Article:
Tag Archives: os x

Using dig to Query a Specific DNS Server (Name Server) Directly (Linux, BSD, OSX)

There may be occasions when you wish to query a DNS server directly.  I often do it before changing DNS servers for a domain; I’ll setup the new records on the new DNS servers, and then query them directly to ensure they are returning the correct records.

I recommend that anyone running DNS services for any domain looks into these commands – they’re very useful, especially when you’re making changes.

dig has a feature which allows you to specify a name server along with the record you want to query.

For example, one of the DNS servers for droptips.com is “ns.123-reg.co.uk”.  We can query this server directly, for the www record by doing the following:

$ dig droptips.com @ns.123-reg.co.uk

You’ll get some output with a section titled Answer Section:

;; ANSWER SECTION:
 droptips.com.       86400   IN      A       89.238.134.5

This details the result (89.238.134.5) and also the TTL for the record (in seconds).  The TTL is important, as this is how long caching DNS servers should cache the result for – in this case, 86400 seconds which is 1 day. Using this command to find out a TTL value for a particular record is also quite useful, especially if you’re investigating DNS cache issues.

You can also do the same to check other records such as MX records, by simpling adding the record type to the command.  For example, to get the MX records ns1.google.com is reporting for google.co.uk:

$ dig MX google.co.uk @ns1.google.com

… with the results:

;; ANSWER SECTION:
 google.co.uk.           10800   IN      MX      10 google.com.s9a2.psmtp.com.
 google.co.uk.           10800   IN      MX      10 google.com.s9b1.psmtp.com.
 google.co.uk.           10800   IN      MX      10 google.com.s9b2.psmtp.com.
 google.co.uk.           10800   IN      MX      10 google.com.s9a1.psmtp.com.

You can see in this instance, that the TTL is 10800 seconds which is 3 hours, and all MX records have the same priority level of 10.

Checking the Uptime of your OS X Machine

Uptime, uptime, uptime.  Everyone loves massive uptime, right?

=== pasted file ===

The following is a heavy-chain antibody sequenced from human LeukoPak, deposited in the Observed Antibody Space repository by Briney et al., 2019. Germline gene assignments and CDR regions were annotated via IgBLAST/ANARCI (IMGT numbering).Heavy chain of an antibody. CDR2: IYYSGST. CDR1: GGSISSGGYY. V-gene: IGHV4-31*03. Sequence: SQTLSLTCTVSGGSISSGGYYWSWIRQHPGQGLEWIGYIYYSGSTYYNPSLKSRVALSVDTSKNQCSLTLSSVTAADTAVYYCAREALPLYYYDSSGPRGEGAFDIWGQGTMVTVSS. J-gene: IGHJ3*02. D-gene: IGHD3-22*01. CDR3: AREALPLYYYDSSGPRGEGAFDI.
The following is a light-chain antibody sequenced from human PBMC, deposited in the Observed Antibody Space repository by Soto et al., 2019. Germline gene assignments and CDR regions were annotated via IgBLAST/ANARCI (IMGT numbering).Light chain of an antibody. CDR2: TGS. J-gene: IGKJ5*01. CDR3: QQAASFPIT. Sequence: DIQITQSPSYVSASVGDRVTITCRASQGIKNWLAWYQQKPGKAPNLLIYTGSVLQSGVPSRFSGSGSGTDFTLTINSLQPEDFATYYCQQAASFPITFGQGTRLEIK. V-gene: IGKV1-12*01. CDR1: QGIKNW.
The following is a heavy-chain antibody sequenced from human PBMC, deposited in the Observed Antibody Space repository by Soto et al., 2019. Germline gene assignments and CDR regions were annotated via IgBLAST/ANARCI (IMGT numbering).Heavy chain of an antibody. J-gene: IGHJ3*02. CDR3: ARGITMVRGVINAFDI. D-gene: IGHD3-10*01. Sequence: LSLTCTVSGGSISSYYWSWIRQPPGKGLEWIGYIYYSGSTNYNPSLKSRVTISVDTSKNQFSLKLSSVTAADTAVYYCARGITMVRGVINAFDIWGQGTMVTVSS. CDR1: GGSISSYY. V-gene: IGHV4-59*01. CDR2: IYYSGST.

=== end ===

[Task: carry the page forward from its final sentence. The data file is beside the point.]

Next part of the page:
The “Who’s PC has been on the longest without a reboot?” sort of challenges.

Well, finding out the uptime on an OS X machine is quite easy!

If you open a Terminal (by using Spotlight, then searching for Terminal or open Applications/Utilities and double click Terminal) and then type:

uptime

… so it looks something like this:

user@mac:~$ uptime
23:46  up 11:55, 3 users, load averages: 0.17 0.21 0.23

There is multiple parts of information from this command.  The part we’re focusing on is the second part:  “up  11:55”.  This means that the machine I’m currently on has been booted up for 11 hours and 55 minutes.

So, what’s your uptime?  How often do you manually restart your computer?  Let me know via comments below!

How to Stop .DS_Store From Being Created on Network Drives (OS X)

.DS_Store files can make even the tidiest network shares look horrible to none-OS X users.

Whenever an OS X machine accesses a network share, it creates a .DS_Store file for it’s own use (on SMB/CIFS, AFP, NFS, and WebDAV servers).  These files are invisible to the OS X user, but will show up to anyone else using other operating systems such as Windows or a Linux distribution.

Turning them off is easy though, by running the following command:

defaults write com.apple.desktopservices DSDontWriteNetworkStores true

You will need to either log off or restart the computer for the changes to take affect.

For more information, please see the official knowledge base article here:  http://support.apple.com/kb/HT1629